I'm going to be honest – until recently, the word "sex" scared me.
I chose abstinence at a young age, but my continued commitment to the practice had more to do with fear than piety. I've had more than one moment where I looked at friends and thought about how happy I was that my partner and I chose abstinence, because that meant I didn't have to deal with looking, touching, or even thinking about anyone's body but my own – and, more importantly, no one else got to think about me. I've always been big on personal space.
You see, I tend to think in terms of larger scopes. I always try to consider the implications of what I do outside of myself. And sexual activity? That has huge implications. I've never felt ready for them, and I still don't.
But back to the "larger scopes" thing – I do think my feelings about sex, my discomfort with trusting myself and others with my body, has larger implications than personal introversion. I tend to think we all – and by we, I mean my collegiate peers – have problems understanding sex in all its forms and implications.
I've seen evidence of this throughout my life. Before college, I assumed all of my friends didn't have sex. This was reasonable, because we all knew who did; the language used to describe them was sometimes subtle but always different. In college, I found out that a lot of my previously abstinence-touting friends were more liberal than I realized. In college, where hook-up culture abounds, we're all ready to get some. Right?
Wrong. We all still make choices – with our bodies, with our minds, with our spirits. To me, the environment of college hasn't been sexually freeing; it has exposed more terrifying implications of our uninformed sexual culture.
The state of Tennessee holds very limited, unrealistic sexual education policies. These abstinence-only policies create a highly stigmatized culture that vilifies those who engage openly in sexual activity and encourages others to lie. This stigma effectively closes the possibility of a healthy dialogue internal and external to relationships, generating a dangerous environment for young peoples' inevitable sexual experiences.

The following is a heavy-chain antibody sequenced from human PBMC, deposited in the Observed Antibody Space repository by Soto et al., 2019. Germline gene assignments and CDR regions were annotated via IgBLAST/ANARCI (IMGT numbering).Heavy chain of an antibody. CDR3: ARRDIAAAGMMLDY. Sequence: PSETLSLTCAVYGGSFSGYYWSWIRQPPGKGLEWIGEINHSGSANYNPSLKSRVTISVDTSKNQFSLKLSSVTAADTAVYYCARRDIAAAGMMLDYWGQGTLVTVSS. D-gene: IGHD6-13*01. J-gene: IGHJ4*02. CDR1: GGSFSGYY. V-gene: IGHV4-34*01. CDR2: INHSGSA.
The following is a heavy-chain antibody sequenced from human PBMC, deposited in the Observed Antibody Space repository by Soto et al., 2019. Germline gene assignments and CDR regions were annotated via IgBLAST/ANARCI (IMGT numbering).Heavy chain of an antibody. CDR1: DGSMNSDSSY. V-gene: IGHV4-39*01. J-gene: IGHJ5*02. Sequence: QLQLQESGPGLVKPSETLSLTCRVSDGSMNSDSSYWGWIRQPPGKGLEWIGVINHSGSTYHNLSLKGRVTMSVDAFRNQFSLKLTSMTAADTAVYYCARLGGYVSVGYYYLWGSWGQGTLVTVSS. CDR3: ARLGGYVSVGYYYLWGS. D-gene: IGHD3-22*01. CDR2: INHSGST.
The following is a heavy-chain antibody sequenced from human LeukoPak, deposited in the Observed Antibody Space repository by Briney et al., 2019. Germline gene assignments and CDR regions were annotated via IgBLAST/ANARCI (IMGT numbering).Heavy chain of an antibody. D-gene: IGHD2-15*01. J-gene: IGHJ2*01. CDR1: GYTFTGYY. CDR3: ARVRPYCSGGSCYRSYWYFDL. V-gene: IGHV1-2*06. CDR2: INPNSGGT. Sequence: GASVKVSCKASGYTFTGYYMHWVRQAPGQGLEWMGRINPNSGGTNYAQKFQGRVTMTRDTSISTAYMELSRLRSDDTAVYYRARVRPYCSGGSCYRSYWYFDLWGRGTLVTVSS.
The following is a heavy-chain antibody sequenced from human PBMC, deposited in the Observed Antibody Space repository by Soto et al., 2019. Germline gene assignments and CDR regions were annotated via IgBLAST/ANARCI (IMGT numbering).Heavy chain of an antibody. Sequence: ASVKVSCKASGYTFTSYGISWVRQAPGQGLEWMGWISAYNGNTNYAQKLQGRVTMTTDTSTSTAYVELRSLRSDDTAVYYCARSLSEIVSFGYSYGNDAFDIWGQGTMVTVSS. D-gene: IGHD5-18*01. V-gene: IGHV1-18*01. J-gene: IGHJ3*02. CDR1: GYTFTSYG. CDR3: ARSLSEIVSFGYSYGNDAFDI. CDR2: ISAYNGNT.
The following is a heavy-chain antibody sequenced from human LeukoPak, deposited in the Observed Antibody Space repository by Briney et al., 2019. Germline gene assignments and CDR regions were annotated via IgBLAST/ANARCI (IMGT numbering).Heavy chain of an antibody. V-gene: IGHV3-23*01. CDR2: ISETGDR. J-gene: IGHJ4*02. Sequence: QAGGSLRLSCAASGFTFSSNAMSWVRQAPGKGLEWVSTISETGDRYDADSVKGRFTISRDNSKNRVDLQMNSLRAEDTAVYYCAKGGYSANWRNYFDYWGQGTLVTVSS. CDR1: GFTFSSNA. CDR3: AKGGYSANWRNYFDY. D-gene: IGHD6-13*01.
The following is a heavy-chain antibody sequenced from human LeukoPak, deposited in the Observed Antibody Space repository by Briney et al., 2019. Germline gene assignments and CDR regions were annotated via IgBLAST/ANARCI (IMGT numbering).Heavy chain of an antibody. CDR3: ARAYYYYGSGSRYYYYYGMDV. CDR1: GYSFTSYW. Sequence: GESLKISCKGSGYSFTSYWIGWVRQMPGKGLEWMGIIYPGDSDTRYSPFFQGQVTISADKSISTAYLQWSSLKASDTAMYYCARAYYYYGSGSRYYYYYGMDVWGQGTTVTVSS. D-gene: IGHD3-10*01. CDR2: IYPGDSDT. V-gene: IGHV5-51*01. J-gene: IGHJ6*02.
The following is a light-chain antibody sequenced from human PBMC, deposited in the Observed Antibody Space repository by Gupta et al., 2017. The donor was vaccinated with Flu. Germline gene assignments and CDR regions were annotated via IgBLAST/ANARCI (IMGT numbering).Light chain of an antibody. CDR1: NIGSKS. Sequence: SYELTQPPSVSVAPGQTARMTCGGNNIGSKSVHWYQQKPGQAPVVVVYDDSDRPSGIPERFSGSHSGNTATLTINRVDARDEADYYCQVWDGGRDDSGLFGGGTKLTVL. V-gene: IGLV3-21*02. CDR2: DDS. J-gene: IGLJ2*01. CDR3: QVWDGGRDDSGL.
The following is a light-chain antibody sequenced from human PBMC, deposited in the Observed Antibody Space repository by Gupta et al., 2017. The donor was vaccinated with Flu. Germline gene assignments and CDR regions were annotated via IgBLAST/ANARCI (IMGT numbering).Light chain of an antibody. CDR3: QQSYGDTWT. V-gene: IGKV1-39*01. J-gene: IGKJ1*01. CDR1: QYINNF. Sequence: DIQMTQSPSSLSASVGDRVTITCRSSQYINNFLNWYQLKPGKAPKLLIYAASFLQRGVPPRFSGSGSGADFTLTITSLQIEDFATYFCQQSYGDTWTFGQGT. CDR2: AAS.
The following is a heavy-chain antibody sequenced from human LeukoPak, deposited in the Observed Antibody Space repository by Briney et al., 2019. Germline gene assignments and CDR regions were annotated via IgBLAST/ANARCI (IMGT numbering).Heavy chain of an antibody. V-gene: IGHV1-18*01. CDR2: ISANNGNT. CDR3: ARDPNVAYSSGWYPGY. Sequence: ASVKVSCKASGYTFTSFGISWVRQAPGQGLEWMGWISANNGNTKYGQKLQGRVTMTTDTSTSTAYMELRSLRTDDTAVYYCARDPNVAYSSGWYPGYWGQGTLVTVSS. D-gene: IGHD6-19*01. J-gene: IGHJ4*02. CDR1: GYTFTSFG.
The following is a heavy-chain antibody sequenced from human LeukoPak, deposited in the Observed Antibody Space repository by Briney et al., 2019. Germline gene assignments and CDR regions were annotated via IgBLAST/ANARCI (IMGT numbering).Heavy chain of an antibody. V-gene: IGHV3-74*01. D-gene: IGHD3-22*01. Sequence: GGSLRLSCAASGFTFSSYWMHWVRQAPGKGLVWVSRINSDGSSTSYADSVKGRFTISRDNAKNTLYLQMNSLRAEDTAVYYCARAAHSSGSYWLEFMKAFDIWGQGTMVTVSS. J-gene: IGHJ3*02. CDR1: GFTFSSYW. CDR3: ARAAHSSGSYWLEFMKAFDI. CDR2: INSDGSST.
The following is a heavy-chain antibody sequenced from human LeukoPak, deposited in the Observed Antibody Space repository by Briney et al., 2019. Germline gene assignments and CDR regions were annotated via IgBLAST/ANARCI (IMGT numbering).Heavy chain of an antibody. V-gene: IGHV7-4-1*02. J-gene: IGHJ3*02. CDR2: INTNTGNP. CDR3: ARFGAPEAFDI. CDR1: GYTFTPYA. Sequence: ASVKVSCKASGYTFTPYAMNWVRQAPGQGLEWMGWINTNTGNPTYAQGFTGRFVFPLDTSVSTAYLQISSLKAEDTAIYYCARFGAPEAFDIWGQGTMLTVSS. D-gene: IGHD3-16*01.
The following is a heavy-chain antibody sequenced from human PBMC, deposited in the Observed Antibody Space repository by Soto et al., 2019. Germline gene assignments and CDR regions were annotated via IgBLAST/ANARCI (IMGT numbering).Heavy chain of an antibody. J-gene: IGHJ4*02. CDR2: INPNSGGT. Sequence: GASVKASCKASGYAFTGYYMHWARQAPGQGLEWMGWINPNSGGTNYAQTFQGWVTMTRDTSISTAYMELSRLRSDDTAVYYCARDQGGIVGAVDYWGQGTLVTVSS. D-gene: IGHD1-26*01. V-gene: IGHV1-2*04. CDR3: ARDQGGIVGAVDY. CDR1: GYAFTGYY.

It is this system which caused my friends to engage in unhealthy, uninformed sexual relationships as teenagers and which causes my collegiate peers to hide experiences of sexual harassment and abuse.
This culture, my friends, is called sexual negativity.
Now, I am not arguing for more comprehensive education for teens – although I could and will under other circumstances. But I do believe some sort of sexual education opportunity, provided to adults who may choose or not choose to take it, makes a lot of sense in a culture ridden with sexual issues. I have been deeply saddened to see many rise up against such education in the name of my own religion.
When I think of Jesus, I think about who he spent time with: prostitutes, thieves, tax collectors, the diseased – the list goes on (note: I'm not calling anyone who's involved in Sex Week a prostitute). If the church intentionally marginalizes a group while touting Christian values, we are contradicting Christ's ultimate mission: to spread love and forgiveness rather than condemnation. As John 3:17 states, "God didn't go to all the trouble of sending his Son merely to point an accusing finger, telling the world how bad it was. He came to help, to put the world right again" (fromThe Message: The Bible in Contemporary Language). As a student, I believe that my classmates must be better informed and that Sex Week provides an appropriate, safe venue for that education. As a Christian, I can only see Sex Week as an opportunity to open a healing dialogue with my hurting peers.
My challenge to my fellow Christians is this: come to one Sex Week event this week. Come to "Can't Touch This: Abstinence" to discuss your own definition of abstinence and its effects on your life. Come to "Longterm Intimacy: Commitment & Sex," co-sponsored by Cru, our campus' largest Christian organization. Come to "Sweet Talkin' Son of a Preacher Man: Religion and Sexuality Panel" to think critically how religion and sexuality interact in your life.
The bottom-line is this: Sex Week does not encourage students to be sexually active (many already are). Sex Week is a group of students at a flagship university addressing a ubiquitous social issue in the best way they know how: more education.
As a Christian, I can only applaud their efforts, and I certainly can't help but chime in.
Amy Prosise is a junior in human resource management. She can be reached at firstname.lastname@example.org.